The uranus is one of the oldest cheesecake factories in the world, built in the 1300s by an Italian baker who sold it to the Dutch for a few pennies per dozen.
It’s now one of five cheesecake makers in France.
As the cheesecake industry has grown in popularity in France, so have the wages.
According to a recent survey, the median wage for a French worker is about 3,500 euros per month.
But the hourly wage for the factory’s employees is only 1,000 euros.
It costs 1,800 euros to buy a cheesecake from a French bakery.
That’s only 1.3 percent of the average salary in France at the time.
That is, the workers earn around a third of the national average wage of about 8,000 Euros per month, according to a 2016 report by the National Institute for Employment Research.
To get around the minimum wage, workers have been paid higher wages.
In 2013, France’s minimum wage rose to 8,700 Euros.
Now, workers are getting paid 8,300 Euros per hour.
And since 2015, the French government has mandated that the wage for workers who are working full-time is 8,200 Euros per year.
To qualify for the new minimum wage of 8,800 Euros, a worker has to be employed in the sector in which he or she works.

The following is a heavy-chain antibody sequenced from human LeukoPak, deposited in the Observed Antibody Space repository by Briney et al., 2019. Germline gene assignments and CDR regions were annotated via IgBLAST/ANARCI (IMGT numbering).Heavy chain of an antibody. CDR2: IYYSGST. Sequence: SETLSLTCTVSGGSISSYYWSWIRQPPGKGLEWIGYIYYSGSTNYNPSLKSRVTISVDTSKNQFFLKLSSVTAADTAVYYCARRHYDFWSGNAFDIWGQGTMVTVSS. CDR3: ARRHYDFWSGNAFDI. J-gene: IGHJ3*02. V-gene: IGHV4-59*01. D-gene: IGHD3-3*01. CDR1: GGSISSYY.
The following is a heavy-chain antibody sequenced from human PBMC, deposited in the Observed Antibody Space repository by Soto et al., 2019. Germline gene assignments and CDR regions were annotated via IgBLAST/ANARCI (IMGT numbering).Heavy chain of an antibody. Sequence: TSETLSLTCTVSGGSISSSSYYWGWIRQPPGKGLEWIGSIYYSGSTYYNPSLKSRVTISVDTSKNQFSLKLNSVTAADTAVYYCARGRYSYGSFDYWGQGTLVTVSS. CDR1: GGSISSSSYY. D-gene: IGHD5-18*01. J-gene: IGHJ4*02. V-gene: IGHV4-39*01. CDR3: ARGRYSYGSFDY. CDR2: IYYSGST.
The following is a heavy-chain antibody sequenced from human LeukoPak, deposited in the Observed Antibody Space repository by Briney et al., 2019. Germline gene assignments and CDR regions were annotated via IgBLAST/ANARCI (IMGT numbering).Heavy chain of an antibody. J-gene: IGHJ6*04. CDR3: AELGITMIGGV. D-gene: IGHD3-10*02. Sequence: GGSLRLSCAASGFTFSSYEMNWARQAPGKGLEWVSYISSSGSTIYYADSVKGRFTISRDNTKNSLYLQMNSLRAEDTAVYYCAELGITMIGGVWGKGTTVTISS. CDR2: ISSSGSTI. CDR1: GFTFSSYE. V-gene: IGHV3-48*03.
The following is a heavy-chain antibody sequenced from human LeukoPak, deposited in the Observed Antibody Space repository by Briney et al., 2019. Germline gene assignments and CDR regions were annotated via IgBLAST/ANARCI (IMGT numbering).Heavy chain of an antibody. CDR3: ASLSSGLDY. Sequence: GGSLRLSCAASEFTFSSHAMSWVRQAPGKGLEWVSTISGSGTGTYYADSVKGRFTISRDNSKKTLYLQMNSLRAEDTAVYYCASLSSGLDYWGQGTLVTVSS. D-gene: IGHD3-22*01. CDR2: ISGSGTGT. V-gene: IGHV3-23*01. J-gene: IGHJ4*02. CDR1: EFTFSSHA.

To make up for the difference in wages, the government has raised the maximum wage from 3,800 to 4,000 Euro per month from March 2019.
In 2020, the maximum hourly wage will rise from 3.50 to 4.00 Euro per hour, and in 2022, the minimum hourly wage from 4.25 to 5.50 Euro per day.
But while the minimum wages have risen, the wages of workers in the industry have fallen.
The average hourly wage of a cheesemaker at the Uranus factory in the early 1900s was about 4,500 Euros.
In 2019, that figure fell to just 3,100 Euros.
The factory is now shuttered and the workers are being paid a fraction of their previous wages.
One of the workers who used to make the cheeses at the factory says he now earns about 3 million euros a year.
The workers are angry.
“This is a job where we don’t get a decent wage,” he said.
“It’s like a piece of paper you write to your boss every day, telling him how much money you make.
It has no meaning.”
French President Emmanuel Macron, who took office in 2017, has promised to boost wages.
“The French government wants to take back this job, this wage,” Macron told the French parliament in February.
“We will take it back, to get to a better level.”
But the Uranas workers say that if the French raise their wages, it will only mean that they will have to go back to the factory.
“If you go back, they’ll make more,” said a cheesemaking apprentice who asked not to be named.
“And then they’ll give us more money.
The bosses will also be able to pay us more.”